The institute said challenges in addressing ethics was taking place at a time when companies had found ways of talking with ease about fraud and corruption.
EthicSA said it made business sense to hire somebody specifically to deal with ethics.
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“There are many sound business reasons supporting the rationale for creating a position for an ethics officer, no matter the size of the organisation,” said Deon Rossouw, CEO of the EthicsSA.
“At a broader level, widespread adoption of King III and similar codes, and the integration of many of its principles into law (such as the Companies Act) is testimony to the fact that good governance makes for good business.”
According to the institute, trends showed that smaller business lagged far behind in addressing organisational ethics through an ethics officer.
“For larger companies, it has become common practice to appoint an ethics officer. This incline in the appointment of ethics officers is mostly due to the various corporate governance developments and regulations,” said Rossouw.
“Smaller companies or organisations aren’t as strictly governed and regulated, and might therefore be unaware of the value of appointing an ethics officer.”
Rossouw added that in the public sector, the Integrity Management Framework, which was adopted by Cabinet in 2013, requires that all national and provincial departments have an ethics officer.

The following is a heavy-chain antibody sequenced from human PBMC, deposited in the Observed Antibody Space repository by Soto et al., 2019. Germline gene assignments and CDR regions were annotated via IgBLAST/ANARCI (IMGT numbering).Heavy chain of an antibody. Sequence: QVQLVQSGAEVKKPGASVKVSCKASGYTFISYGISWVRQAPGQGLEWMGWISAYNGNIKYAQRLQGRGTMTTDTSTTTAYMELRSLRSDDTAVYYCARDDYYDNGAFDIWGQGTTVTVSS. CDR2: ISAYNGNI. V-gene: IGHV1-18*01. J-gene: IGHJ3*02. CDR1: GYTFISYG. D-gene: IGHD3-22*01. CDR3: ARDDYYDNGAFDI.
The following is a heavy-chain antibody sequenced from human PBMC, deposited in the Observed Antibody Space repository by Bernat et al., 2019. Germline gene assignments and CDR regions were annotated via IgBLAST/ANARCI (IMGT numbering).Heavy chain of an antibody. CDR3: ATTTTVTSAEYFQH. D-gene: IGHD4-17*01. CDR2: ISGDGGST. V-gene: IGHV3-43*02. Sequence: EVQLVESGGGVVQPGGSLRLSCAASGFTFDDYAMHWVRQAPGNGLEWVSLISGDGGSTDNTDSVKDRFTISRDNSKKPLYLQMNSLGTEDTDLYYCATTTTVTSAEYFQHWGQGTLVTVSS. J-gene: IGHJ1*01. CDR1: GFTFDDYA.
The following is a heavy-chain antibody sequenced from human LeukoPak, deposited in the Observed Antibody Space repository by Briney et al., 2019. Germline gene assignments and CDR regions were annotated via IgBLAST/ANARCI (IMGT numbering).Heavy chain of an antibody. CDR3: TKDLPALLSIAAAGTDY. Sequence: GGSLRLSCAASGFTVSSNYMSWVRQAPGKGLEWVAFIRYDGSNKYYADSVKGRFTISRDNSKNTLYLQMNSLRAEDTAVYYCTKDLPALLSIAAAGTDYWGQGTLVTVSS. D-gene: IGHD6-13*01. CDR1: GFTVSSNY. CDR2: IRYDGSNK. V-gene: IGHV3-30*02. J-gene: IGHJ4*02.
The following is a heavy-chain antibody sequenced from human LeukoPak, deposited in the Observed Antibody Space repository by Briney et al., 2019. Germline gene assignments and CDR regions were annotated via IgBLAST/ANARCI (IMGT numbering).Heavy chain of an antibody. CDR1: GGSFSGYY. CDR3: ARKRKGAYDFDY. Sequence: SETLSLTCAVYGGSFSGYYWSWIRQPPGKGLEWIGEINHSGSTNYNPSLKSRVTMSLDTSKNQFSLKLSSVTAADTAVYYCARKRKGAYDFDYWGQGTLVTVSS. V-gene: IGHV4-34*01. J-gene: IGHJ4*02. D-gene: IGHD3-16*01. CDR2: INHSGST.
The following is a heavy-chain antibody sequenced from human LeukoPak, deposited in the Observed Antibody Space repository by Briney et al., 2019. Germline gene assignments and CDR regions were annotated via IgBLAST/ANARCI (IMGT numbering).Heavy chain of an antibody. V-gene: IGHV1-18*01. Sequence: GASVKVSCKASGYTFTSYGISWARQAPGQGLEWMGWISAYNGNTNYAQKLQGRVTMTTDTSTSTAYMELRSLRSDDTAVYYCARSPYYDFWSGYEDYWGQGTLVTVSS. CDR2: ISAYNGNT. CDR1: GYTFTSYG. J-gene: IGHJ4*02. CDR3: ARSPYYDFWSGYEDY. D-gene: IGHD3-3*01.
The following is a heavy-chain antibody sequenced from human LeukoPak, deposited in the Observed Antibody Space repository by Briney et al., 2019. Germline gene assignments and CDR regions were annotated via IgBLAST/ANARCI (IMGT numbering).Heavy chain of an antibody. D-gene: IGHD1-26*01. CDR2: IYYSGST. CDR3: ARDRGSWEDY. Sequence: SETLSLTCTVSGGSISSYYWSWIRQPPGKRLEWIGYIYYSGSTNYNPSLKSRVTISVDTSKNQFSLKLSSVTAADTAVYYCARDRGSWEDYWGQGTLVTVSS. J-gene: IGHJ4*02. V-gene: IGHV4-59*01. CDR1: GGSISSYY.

EthicSA said ethical officers act as a clearing house for all ethical issues.
“Ethics officers are often appointed from amongst a company’s own staff in addition to other duties, and that is certainly a good option for smaller companies,” said Rossouw.
“However, training and certification are absolutely essential to ensure that the ethics officer is empowered and can deliver the maximum business value.”
EthicSA says going forward it will be imperative for organisation to ensure they have ethics officer so as to navigate operational complexities.
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“The business environment is much more complex than it used to be, and its complexity is increasing,” said the institute.
“Navigating tricky ethical issues is increasingly something that requires professional expertise—common sense on its own is no longer a reliable guide. Ethics officers become the de facto helpline for company employees on all ethical issues.”